Twitter Demographics

The data shown below were collected from the profiles of 103 tweeters who shared this research output. Click here to find out more about how the information was compiled.

Mendeley readers

The data shown below were compiled from readership statistics for 31 Mendeley readers of this research output. Click here to see the associated Mendeley record.

Geographical breakdown

Country Count As %
United Kingdom 5 16%
United States 5 16%
Canada 3 10%
Denmark 1 3%
Portugal 1 3%
France 1 3%
China 1 3%
Germany 1 3%
Belgium 1 3%
Other 2 6%
Unknown 10 32%

Demographic breakdown

Readers by professional status Count As %
Student > Ph. D. Student 58 187%
Researcher 40 129%
Student > Master 23 74%
Professor 15 48%
Student > Bachelor 15 48%
Other 37 119%
Readers by discipline Count As %
Psychology 60 194%
Neuroscience 43 139%
Medicine and Dentistry 29 94%
Unspecified 20 65%
Agricultural and Biological Sciences 17 55%
Other 19 61%

Attention Score in Context

This research output has an Altmetric Attention Score of 187. This is our high-level measure of the quality and quantity of online attention that it has received. This Attention Score, as well as the ranking and number of research outputs shown below, was calculated when the research output was last mentioned on 17 April 2017.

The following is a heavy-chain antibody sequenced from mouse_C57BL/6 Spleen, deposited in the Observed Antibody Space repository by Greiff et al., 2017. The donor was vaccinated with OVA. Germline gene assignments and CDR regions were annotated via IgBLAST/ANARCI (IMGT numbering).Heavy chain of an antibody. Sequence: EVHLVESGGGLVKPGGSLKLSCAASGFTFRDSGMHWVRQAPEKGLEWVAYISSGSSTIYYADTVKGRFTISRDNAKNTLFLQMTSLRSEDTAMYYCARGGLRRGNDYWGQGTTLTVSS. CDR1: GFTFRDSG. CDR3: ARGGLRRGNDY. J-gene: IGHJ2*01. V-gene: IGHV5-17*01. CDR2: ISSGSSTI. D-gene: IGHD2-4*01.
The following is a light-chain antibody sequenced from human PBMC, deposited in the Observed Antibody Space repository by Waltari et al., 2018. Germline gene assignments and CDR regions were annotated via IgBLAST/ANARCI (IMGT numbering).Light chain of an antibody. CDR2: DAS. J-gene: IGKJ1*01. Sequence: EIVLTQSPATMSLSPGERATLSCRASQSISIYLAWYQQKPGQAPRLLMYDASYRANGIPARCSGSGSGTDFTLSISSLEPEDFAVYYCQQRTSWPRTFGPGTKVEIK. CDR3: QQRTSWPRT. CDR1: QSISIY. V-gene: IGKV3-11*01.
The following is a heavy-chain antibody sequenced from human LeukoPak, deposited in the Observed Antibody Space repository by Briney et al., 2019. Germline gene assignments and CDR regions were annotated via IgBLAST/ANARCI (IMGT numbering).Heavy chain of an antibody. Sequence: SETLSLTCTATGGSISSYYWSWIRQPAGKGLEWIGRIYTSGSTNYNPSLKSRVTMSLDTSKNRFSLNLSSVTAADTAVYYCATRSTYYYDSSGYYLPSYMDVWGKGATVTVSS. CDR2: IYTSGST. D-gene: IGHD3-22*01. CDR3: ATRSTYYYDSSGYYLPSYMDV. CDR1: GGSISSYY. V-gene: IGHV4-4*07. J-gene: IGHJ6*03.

All research outputs
#59,778
of 12,177,962 outputs
Outputs from Human Brain Mapping
#10
of 2,591 outputs
Outputs of similar age
#1,420
of 238,064 outputs
Outputs of similar age from Human Brain Mapping
#1
of 129 outputs
Altmetric has tracked 12,177,962 research outputs across all sources so far. Compared to these this one has done particularly well and is in the 99th percentile: it's in the top 5% of all research outputs ever tracked by Altmetric.
So far Altmetric has tracked 2,591 research outputs from this source. They typically receive more attention than average, with a mean Attention Score of 8.5. This one has done particularly well, scoring higher than 99% of its peers.
Older research outputs will score higher simply because they've had more time to accumulate mentions. To account for age we can compare this Altmetric Attention Score to the 238,064 tracked outputs that were published within six weeks on either side of this one in any source. This one has done particularly well, scoring higher than 99% of its contemporaries.
We're also able to compare this research output to 129 others from the same source and published within six weeks on either side of this one. This one has done particularly well, scoring higher than 99% of its contemporaries.